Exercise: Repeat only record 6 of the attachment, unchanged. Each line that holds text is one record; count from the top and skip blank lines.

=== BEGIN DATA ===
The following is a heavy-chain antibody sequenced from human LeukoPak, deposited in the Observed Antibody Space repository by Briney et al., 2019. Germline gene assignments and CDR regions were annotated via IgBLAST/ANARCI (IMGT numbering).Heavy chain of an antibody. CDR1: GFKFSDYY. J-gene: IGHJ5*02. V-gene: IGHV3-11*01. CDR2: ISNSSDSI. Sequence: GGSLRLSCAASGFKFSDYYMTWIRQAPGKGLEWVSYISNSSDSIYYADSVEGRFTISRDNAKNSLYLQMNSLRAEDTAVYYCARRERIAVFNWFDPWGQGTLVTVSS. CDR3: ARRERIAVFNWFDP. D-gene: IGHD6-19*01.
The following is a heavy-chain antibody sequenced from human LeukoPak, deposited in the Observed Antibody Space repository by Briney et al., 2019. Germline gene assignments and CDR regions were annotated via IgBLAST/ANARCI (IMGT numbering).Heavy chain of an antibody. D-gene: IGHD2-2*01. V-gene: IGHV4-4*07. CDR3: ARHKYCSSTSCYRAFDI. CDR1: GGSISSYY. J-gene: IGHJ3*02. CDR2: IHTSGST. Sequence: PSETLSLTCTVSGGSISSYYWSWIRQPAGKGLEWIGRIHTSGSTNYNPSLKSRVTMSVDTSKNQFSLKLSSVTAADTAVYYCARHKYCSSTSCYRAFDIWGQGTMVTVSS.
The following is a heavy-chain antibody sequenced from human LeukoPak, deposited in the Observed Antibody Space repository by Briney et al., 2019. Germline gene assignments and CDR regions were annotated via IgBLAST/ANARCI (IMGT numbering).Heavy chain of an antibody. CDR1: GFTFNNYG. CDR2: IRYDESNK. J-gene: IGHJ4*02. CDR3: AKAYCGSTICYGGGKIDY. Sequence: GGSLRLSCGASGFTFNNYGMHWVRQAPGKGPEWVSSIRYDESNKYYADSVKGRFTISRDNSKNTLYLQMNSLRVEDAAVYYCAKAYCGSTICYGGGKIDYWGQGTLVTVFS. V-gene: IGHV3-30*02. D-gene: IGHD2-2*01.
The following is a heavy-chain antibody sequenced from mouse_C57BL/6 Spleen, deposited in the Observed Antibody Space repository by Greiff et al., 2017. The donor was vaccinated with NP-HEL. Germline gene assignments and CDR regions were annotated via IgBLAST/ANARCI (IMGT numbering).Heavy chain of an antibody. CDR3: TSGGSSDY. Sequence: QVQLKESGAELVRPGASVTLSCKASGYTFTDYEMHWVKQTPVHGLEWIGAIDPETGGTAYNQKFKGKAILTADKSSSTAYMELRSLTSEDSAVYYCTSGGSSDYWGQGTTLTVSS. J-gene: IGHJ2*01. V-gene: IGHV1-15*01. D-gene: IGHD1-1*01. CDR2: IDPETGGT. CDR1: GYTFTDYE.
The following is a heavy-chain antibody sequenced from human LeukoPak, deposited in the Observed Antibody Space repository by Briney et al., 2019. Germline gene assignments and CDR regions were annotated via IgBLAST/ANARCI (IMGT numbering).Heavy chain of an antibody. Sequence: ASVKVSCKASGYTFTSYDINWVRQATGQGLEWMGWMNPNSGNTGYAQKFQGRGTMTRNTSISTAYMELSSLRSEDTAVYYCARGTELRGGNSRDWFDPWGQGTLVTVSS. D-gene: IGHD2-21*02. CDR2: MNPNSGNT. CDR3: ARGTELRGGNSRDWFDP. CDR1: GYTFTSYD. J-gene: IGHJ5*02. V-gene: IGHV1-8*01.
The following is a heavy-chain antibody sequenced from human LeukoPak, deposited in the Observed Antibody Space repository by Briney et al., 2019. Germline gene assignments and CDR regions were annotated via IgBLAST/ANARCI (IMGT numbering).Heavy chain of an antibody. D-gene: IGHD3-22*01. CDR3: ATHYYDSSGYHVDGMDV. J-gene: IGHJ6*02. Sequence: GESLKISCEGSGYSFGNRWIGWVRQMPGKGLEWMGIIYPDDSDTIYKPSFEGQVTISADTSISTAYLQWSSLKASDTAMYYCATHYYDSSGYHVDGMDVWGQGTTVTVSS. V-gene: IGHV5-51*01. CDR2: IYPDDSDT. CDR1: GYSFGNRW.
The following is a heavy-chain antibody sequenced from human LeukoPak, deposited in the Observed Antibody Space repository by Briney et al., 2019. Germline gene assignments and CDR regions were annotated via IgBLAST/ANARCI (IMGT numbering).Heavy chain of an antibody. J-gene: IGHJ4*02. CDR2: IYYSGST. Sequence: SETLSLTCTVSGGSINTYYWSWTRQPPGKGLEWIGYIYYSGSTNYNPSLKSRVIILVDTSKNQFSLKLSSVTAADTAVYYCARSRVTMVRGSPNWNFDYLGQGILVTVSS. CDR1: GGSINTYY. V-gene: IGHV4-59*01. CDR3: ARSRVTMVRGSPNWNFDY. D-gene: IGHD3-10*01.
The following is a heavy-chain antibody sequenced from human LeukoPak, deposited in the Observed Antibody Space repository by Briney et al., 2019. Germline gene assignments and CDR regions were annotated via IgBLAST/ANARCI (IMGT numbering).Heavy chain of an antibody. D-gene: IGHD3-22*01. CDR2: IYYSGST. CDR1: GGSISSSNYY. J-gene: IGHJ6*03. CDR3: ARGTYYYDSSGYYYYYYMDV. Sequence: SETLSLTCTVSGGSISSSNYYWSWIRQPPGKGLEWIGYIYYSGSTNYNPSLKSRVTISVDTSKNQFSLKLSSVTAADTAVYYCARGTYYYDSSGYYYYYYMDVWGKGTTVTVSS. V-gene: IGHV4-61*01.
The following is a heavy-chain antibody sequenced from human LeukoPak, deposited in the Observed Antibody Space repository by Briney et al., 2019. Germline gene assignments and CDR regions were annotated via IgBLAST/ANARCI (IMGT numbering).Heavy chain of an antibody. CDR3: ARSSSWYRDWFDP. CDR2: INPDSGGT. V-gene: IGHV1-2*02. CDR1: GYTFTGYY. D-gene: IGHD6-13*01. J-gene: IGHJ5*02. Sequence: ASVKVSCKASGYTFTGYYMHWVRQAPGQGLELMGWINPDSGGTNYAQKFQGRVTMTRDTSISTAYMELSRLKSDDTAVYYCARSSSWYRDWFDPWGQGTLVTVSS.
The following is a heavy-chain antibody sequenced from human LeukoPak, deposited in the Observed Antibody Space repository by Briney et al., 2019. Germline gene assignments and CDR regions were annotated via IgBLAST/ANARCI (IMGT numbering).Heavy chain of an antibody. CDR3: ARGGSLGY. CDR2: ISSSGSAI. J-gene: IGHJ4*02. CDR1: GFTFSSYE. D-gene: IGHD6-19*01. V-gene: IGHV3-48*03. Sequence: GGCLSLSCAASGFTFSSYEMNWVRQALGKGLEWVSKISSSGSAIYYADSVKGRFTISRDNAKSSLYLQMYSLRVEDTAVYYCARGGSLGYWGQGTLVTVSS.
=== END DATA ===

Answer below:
The following is a heavy-chain antibody sequenced from human LeukoPak, deposited in the Observed Antibody Space repository by Briney et al., 2019. Germline gene assignments and CDR regions were annotated via IgBLAST/ANARCI (IMGT numbering).Heavy chain of an antibody. D-gene: IGHD3-22*01. CDR3: ATHYYDSSGYHVDGMDV. J-gene: IGHJ6*02. Sequence: GESLKISCEGSGYSFGNRWIGWVRQMPGKGLEWMGIIYPDDSDTIYKPSFEGQVTISADTSISTAYLQWSSLKASDTAMYYCATHYYDSSGYHVDGMDVWGQGTTVTVSS. V-gene: IGHV5-51*01. CDR2: IYPDDSDT. CDR1: GYSFGNRW.